The Madison Water Utility said it recorded the most water main breaks last year since the agency began keeping records 33 years ago.
City water utility spokeswoman Amy Barrilleaux said crews repaired 306 main breaks in 2013, up from 221 in 2012. She said the spike in main breaks is due to a combination of extreme weather and aging water infrastructure.
Barrilleaux said many of Madison's water mains date back to post-World War II years and are made of a brittle material called spun-cast iron that tends to break. She said as the ground freezes and thaws, soil expands and contracts causing pressure to the pipes.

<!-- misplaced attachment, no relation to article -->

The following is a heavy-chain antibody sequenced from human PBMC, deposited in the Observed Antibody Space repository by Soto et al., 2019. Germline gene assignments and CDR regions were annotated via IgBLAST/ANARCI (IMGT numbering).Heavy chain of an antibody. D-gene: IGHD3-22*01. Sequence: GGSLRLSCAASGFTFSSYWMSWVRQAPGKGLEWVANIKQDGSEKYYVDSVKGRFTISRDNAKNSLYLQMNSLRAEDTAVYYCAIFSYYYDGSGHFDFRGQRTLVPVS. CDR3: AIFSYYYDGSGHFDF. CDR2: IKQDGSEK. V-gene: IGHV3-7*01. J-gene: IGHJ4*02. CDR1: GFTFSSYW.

The pipes in service for more than six decades have reached the end of their useful life, according to the utility. The department has plans to replace about 400 miles of pipe over the next six years at a cost of more than $12.5 million.
Barrilleaux said the city spent $7.5 million in 2013 to replace mains.